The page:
Some scientist once said "A great theory, formulated well, is just common sense". When you read the book, you will have many "aha!" moments as you realize the real dynamics behind your current project challenges. The appropriate actions will be just "commonsense" after that.
The book gives you the context of the real dynamics of software, a good framework (the five stages), practical know-how of how to create high-performance software teams, and a tremendous set of tools to communicate what's going to those around you (I particularly like "don't shake the jello").
I bought the book soon after I founded my company, when there were only 10 people sitting in a cramped office. Since then, we've grown tremendously (public on NASDAQ), and use many of the concepts in the book in our organizational design for the R&D group.
This book is one of the 7 non-technical books I consider as the cornerstone of any software development library.
Highly recommended.
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12 of 12 people found the following review helpful By Philip R. Heath TOP 500 REVIEWERVINE VOICE on September 3, 2003
Format: Paperback
This book delivers great insight into what goes on in software development. Although presented in the context of work performed on Microsoft Visual C++ 1.0, the author does a good job of generalizing specific experience. McCarthy gives us an honest look into the ups and downs without sugar coating or promising silver bullets.
Presented in a format similar to Meyers' "Effective C++" books, the text flows very well and is a pleasure to read. When you read many of the pitfals presented, you may think "Duh!". However, these are things that I see happen regularly. Here are some of the highlights.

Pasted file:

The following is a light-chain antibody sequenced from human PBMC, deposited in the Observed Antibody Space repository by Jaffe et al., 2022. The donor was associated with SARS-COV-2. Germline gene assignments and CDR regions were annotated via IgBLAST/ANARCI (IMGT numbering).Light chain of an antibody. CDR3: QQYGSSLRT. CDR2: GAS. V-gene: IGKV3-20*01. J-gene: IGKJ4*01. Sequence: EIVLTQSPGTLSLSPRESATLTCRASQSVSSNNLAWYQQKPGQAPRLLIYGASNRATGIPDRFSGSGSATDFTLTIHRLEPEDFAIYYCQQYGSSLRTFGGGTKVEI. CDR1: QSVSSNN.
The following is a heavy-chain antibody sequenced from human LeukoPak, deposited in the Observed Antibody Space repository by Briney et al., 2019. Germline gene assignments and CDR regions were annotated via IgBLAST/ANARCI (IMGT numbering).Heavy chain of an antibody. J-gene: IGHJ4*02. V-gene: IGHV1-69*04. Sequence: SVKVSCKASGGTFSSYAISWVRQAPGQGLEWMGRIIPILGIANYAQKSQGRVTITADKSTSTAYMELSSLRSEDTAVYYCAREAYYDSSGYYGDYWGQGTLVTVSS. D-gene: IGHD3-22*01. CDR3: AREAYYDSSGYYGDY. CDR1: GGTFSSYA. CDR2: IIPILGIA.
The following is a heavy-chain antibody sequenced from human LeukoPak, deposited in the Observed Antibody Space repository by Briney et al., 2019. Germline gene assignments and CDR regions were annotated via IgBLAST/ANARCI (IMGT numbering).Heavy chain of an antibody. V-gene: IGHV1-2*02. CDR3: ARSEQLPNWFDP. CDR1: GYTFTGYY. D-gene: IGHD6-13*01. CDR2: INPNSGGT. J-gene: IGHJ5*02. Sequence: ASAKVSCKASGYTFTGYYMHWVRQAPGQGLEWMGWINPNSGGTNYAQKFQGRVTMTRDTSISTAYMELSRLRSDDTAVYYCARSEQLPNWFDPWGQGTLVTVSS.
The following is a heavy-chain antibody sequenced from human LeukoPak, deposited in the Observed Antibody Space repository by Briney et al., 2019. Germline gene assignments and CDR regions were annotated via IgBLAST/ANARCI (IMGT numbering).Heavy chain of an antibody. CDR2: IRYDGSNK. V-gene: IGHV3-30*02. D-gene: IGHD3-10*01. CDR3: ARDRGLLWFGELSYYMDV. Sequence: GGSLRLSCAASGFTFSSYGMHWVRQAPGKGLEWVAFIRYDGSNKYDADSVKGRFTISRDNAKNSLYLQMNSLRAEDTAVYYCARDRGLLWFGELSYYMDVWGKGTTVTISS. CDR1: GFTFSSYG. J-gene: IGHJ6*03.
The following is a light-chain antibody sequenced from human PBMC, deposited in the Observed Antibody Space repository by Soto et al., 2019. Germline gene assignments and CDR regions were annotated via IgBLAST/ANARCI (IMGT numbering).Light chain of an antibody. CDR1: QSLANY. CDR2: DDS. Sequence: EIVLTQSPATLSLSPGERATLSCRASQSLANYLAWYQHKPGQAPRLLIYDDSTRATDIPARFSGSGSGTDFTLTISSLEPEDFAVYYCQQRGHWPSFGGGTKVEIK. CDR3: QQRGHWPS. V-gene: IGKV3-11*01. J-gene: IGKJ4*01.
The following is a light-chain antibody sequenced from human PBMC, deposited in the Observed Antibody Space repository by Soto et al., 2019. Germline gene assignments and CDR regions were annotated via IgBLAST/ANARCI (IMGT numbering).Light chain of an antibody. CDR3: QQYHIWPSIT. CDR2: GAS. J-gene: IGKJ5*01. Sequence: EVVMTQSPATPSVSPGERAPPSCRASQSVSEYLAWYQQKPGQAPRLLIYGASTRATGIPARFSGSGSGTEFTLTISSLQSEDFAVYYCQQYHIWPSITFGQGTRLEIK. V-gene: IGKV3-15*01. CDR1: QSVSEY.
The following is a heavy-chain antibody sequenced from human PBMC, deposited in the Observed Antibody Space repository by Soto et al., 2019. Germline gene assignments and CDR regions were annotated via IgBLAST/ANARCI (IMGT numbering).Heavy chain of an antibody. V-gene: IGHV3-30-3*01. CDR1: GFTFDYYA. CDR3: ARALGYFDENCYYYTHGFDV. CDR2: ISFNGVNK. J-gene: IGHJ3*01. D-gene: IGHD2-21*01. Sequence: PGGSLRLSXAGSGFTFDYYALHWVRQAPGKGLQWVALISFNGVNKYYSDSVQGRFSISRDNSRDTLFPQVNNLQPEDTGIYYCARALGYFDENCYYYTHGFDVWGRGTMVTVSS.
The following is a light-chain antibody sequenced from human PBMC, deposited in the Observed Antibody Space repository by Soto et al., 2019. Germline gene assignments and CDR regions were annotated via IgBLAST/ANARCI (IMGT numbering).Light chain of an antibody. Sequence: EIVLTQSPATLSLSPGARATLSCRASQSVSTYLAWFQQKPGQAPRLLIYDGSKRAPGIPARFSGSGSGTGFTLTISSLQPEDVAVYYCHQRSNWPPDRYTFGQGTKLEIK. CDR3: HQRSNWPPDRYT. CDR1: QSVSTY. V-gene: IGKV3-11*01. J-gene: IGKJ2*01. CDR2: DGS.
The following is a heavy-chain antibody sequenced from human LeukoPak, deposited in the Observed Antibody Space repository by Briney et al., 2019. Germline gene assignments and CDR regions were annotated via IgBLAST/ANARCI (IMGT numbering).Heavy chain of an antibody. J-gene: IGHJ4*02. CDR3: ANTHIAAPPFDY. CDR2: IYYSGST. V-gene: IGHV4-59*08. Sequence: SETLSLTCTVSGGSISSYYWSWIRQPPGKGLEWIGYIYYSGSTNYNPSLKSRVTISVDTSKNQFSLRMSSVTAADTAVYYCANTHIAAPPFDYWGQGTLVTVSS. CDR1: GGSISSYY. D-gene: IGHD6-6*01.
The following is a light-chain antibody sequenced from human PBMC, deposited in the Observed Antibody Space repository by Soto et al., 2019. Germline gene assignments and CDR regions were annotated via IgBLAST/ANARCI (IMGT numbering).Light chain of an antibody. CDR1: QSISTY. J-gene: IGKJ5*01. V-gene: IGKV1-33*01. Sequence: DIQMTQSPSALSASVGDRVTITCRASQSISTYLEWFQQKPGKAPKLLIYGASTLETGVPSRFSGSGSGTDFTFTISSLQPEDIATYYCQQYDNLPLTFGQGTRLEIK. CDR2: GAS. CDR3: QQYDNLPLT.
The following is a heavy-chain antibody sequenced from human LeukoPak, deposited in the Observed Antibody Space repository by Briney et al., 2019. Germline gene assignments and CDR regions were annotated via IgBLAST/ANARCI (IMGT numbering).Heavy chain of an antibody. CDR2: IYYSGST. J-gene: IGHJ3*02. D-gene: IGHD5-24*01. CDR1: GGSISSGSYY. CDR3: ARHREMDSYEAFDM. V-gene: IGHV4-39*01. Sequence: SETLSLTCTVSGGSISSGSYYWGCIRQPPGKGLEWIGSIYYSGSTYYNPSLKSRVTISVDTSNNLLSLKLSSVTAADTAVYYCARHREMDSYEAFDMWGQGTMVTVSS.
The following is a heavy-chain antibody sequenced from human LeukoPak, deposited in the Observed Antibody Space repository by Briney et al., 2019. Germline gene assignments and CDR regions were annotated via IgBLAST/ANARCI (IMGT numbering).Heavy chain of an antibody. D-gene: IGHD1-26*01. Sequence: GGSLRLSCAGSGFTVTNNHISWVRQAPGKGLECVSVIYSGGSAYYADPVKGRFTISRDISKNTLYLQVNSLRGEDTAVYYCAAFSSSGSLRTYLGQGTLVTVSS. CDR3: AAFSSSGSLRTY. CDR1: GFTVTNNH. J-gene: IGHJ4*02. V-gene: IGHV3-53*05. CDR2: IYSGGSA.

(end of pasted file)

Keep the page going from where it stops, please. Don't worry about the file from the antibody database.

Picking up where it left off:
Rule #2 "Get Their Heads Into The Game". This sounds like a very simple rule. Everyone on the team needs to be contributing ideas toward creating intellectual property. However, most people know this is easier said than done. McCarthy goes on to explain the barriers to the flow of ideas.
Rule #4 "Don't Flip The Bozo Bit". This rule is necessary to keep #2 working. The author deals with the natural tendency that people have to become defensive when criticism is offered of their ideas. This can actually cause both the critic and the one being criticized to tune each other out. The author suggests that team members call each other on it when the Bozo Bit is being flipped.
Rule #25 "Don't Accept Dictation". This topic is addressed in many other texts, but that fact should tell us that we aren't getting it. McCarthy reminds us that it is foolish to accept dictation of scheudle, features, and resources. The "Holy Triangle" has to be balanced and tradeoffs are required when changing any one of these three. Managers are encouraged to be strong and take a stand when they find themselves in this situation.